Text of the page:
As An Overweight Queer Black Woman, I Need More From ‘This Is Us’
Let me start by saying this: I am neither trying to be contrarian nor attempting to get clicks. I actually really truthfully don’t understand the mass appeal of NBC’s new hit show This is Us. In fact, I find much of the show alienating and undermining of what it means to be Black and/or woman and/or overweight and/or queer in the United States today.
I remember when the first trailer came out for the September 20th debut of the show that was billed as a “skillful, shameless tear-jerking” picture of American life. Most of this sentiment stems from the fact that the characters on the show seem to be a “normal” white American family. But, we soon find out that it is everything but normal.
At the start of the series, white American parents, Jack (Milo Ventimiglia) and Rebecca (Mandy Moore), are preparing for the births of their triplets. However, as circumstances turn out, they end up losing one child and adopting another. The adopted child just so happens to be Black and was abandoned by his father as a newborn. As the show develops, their children, Kevin (Justin Hartley), Kate (Chrissy Metz), and Randall (Sterling K. Brown), go through regular woes of family life with the added complexity of being the handsome superstar jock, the overweight sister, and the token Black person, respectively. While this makes for great television, it also romanticizes many of the circumstances of racial, size, sexuality, and gender difference in ways that make it hard for me to watch the show.
For starters, there is an overwhelming lack of engagement with the fact that Randall is a Black child who becomes a Black man whose life experiences will necessarily require an eye to the politics of race in America. The triplets’ birthday seems to place their birthdays in the 1970s, a period when Black Power rang from the tongues of many young militants and allies. And, while the show has made a few attempts to address the ways Randall’s race is critical to his personhood, they have yet to truly articulate a set of justice-conscious politics that would seem relevant for the era.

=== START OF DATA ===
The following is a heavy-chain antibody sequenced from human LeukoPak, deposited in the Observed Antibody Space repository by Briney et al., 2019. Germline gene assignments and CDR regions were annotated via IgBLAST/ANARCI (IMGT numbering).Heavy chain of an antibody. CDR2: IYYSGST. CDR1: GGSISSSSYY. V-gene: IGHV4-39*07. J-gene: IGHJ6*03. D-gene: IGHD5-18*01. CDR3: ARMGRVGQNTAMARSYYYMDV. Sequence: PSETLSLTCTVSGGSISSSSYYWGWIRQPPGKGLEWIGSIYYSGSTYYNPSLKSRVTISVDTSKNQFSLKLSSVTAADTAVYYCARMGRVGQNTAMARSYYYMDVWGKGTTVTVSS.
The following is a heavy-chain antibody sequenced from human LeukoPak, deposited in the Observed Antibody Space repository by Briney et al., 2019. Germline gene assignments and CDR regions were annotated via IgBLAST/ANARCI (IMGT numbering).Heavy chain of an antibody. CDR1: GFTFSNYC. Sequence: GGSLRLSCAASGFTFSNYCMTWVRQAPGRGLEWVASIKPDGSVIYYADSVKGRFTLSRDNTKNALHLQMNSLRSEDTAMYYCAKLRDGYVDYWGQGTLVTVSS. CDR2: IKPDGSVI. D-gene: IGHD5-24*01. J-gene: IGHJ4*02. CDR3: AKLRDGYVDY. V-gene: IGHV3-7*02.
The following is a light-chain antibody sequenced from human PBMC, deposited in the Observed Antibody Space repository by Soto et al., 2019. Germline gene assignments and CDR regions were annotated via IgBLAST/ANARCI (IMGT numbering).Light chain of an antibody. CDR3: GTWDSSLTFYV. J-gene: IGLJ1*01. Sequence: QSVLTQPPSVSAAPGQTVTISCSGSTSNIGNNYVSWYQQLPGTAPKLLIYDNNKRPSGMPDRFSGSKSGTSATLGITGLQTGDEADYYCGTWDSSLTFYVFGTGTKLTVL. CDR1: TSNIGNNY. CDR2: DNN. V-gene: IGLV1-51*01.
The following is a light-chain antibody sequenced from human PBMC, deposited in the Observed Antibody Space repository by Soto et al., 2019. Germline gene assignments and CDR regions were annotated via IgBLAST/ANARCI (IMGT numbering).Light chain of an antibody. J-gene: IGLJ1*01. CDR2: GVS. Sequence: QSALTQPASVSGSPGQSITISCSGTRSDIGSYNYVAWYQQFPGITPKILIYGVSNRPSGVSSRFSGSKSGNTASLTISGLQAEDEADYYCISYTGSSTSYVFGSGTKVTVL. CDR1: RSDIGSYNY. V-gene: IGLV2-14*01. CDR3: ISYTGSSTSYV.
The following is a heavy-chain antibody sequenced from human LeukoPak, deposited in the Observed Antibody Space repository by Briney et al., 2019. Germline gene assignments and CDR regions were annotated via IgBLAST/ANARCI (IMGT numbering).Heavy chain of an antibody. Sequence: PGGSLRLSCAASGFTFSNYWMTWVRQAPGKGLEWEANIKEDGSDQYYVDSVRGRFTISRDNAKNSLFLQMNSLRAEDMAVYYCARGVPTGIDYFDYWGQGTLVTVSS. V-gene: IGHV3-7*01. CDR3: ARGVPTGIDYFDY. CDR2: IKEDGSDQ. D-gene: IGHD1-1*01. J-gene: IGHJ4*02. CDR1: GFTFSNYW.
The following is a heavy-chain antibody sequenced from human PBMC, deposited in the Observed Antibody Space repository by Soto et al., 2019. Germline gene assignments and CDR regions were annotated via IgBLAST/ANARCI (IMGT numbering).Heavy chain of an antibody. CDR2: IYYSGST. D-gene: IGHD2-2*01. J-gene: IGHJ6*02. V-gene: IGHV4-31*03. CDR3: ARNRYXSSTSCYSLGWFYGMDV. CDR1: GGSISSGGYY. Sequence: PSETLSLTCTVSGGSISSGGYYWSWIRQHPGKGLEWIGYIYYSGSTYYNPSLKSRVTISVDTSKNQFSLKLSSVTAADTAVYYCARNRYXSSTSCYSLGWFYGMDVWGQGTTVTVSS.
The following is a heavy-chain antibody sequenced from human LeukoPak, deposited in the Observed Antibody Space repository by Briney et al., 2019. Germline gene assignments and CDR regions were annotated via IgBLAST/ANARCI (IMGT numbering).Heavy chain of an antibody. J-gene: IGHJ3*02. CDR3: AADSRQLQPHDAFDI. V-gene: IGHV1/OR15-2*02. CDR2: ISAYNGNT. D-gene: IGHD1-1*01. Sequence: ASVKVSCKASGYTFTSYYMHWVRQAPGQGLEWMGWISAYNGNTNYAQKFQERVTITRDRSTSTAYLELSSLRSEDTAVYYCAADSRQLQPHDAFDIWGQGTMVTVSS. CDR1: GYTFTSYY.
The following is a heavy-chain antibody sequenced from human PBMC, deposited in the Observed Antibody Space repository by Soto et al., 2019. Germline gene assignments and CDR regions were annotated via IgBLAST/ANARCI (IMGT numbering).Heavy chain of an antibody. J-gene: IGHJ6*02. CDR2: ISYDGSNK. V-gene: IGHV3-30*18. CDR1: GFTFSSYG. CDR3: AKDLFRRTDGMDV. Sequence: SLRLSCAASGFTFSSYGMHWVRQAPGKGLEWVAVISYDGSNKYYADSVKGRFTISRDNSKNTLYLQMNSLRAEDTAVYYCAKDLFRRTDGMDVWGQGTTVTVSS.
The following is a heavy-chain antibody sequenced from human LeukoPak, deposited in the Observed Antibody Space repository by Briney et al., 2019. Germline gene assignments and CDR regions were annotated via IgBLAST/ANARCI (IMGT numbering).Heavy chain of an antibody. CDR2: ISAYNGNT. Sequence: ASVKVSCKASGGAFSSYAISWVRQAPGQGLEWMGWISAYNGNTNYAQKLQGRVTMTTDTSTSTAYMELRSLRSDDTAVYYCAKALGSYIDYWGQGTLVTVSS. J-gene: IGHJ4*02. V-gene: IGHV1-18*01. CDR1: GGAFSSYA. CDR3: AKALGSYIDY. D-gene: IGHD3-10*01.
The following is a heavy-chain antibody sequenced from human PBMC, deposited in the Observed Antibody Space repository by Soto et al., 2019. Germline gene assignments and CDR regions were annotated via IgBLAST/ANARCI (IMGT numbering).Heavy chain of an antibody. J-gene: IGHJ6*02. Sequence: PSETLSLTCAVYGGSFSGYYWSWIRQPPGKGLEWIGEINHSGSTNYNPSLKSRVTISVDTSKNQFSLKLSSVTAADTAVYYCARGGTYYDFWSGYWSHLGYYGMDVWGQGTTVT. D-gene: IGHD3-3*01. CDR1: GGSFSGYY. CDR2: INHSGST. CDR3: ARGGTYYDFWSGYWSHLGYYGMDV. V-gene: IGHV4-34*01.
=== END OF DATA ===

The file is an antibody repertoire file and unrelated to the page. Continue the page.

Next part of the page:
One quote that stuck out to me on the “The Game Plan” episode that emphasized this fact, was when Hartley’s character Kevin explained to his Black nieces, Randall’s daughters, “we’re not even different colors anymore. We’re just one thing. One painting…There’s no you or me or them; it’s just us. And this sloppy, wild, colorful, magical thing that has no beginning and has no end, this right here, I think it’s us.” As Kevin explains this experience, the production flashes to a young European immigrant arriving at Ellis Island, who we are to presume is Kevin’s (and Kate’s and Randall’s) great-grandfather. This deliberate shift to a traditionally acceptable form of immigration to the United States as this white male character speaks to two Black girls whose ancestors likely came to this land in the bowels of a slave ship seems both heavy-handed and dismissive of this country’s long history of racial disparity and oppression.
To be honest, that scene was difficult to watch, not because it was emotionally evocative but because it was shrouded in the post-racial rhetoric so many people have embraced in this contemporary political moment. This sort of non-conscious, colorblind political commitment was only further evinced on the Thanksgiving episode where the family’s tradition centered around mocking the pilgrims with no mention of the genocide of indigenous people. The fact is: a show like this is set up just by its mere character structure to do better with these topics. And still, they choose not to.